The Nursing Home Blues

Dear Barbara, My mom’s health is actually fairly good, her heart is strong and blood pressure is good. But she has been wanting to die for some time. We removed her from her home in July and the nursing home is not where she wants to be. She could no longer successfully maneuver and we feared for a fall. How do we handle someone who wants desperately to die but the end doesn’t seem to be in sight? Would appreciate any input....she is withdrawing and doesn’t participate in anything.

Your mom’s will to live is affected by the quality of her life. Her quality is diminishing, as is her independence (She had to move out of her home). Maybe the nursing home was the last straw. We need a purpose in life. Living with aging, living with physical challenges, and being in a nursing home all make it hard to find a purpose. What appears to me to be happening is your mother is unhappy with where her life is and she is voicing her unhappiness by saying she wants to die. Is saying “I want to die” the same as saying “I have no reason to live?” Perhaps.

Explore with her ways to adapt to the nursing home and her life as it is now. Introduce her to other nursing home residents. Maybe she is hesitant to reach out. Does she partake in any of the nursing home activities? Go with her a few times to help her break the ice. How often do you take her out to eat, to your home to visit, or to a movie? How can you help her find enjoyment in where life has brought her?

All of this said, all you can do is offer. If she refuses to venture out and become interactive then this is how she chooses to live her life: by wishing it was over. I would also have a talk with her. Tell her your concerns and ask how you can help her live a better life. Tell her you hear her unhappiness, and appreciate her difficulties. Ask her how the two of you can make things better.

As we get older, life presents us with different challenges. We adapt to them in the same way we have lived our life and dealt with all the challenges in our life up to this point---only our reactions become intensified. If we were withdrawn and not very social in our earlier living then as we get older we become more withdrawn, even less social. Think about how your mother dealt with unpleasant situations in her earlier living and magnify those reactions now.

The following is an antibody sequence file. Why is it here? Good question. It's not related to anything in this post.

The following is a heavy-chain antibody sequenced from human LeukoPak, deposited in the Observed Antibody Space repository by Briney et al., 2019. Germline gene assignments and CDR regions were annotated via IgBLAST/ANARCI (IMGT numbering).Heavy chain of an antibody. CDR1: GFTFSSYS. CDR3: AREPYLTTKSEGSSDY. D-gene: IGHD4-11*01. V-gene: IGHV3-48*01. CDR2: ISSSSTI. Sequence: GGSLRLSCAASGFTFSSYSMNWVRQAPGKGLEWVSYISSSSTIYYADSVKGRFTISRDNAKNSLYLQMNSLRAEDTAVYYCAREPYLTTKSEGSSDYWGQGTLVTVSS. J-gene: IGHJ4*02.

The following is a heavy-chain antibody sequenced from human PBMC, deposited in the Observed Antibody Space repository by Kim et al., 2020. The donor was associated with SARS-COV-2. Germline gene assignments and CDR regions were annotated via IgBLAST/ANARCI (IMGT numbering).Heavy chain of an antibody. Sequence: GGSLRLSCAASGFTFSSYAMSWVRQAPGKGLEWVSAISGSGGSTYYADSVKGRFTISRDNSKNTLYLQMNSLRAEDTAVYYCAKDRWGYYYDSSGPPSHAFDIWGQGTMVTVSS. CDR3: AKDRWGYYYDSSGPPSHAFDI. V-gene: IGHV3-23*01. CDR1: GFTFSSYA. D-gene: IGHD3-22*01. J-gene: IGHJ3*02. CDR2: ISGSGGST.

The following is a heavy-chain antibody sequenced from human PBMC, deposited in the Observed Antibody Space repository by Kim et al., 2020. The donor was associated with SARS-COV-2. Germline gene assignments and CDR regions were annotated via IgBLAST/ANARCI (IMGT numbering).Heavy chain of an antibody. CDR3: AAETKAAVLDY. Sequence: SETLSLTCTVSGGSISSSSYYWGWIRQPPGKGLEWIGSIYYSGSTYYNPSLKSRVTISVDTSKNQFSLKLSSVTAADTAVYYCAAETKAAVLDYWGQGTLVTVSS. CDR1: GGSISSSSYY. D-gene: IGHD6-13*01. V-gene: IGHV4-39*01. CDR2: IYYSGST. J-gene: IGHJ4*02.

You didn't mention dementia so my suggestions are based on clear mental awareness. If she has dementia that is a whole different approach. You might also check with her physician to see if an antidepressant is appropriate. She had a major life adjustment when she had to move out of her home. She may be severely depressed. I know I would be.

Something More About Nursing Home Blues...

My blog posts are initiated by the questions I am asked on my website. I also get questions on my FaceBook page, End of Life Care and Bereavement. Do you have a question about a loved one approaching end of life? Ask me!

8 comments

Ginny Robinson

Great response, Barbara!!
Went through this with my Mom….she only had to be at a nursing home because of blindness! One thing I did was to visit her for 3-4 days almost every month (I lived 700 miles away from her), and take her to a hotel for the weekend so she could get out of the setting. Also, called her every evening! This helped a great deal in the adjustment. But, I know she told me many times she did not want to live and did not know why she was. I would explore all the reasons she was living with her….and, it would help immensely. It was probably only about the last month before she died that I was not able to convince her that she still had a lot to live for. At that visit, we discussed what happens with dying and funeral plans, etc. Thank you Barbara for guidance I received at one of your seminars, to help discuss death with her!!

Dwight L Dulsky

Great advice!
As a hospice volunteer, I am in a lot of local nursing facilities in my area. I see a lot of variation in “life enrichment” activities Those coordinators, their enthusiasm and how they interact with residents can make a huge difference in the quality of nursing home life. Granted the ultimate choice of the resident to op in to these opportunities lies with them. It is difficult to find programming that fits all, but some of the best know the needs of the individual residents and try to meet that as best they can.

Terry Camper

" If she has dementia that is a whole different approach. " My mother is in a nursing home, has dementia, was almost at death’s door, so Hospice came in, and now she has recovered, but is still bed bound. I have so many questions and concerns, and Hospice seems to think she is fine as she is, because she has dementia, she is just on the ‘waiting list’…so to speak. I don’t know what activities to offer her, since she cannot really do much; cannot read, cannot focus on anything. She watches tv and we chat about what is happening as I feed her. My caregiver that gives me a rest lets her feed herself, but I feed her when I am there…it is what we do. Mom always wanted to be pampered and she is getting it now, and her behavior is so good. However, when I am not there, she has nothing to occupy her time, and often pulls her covers off, tosses them to the floor, and will shred the pages from any magazines I leave for her (she does that when she is stressed or aggitated). So, I suppose I am asking for ideas of how to occupy the mind of a dementia patient, other than tv…?

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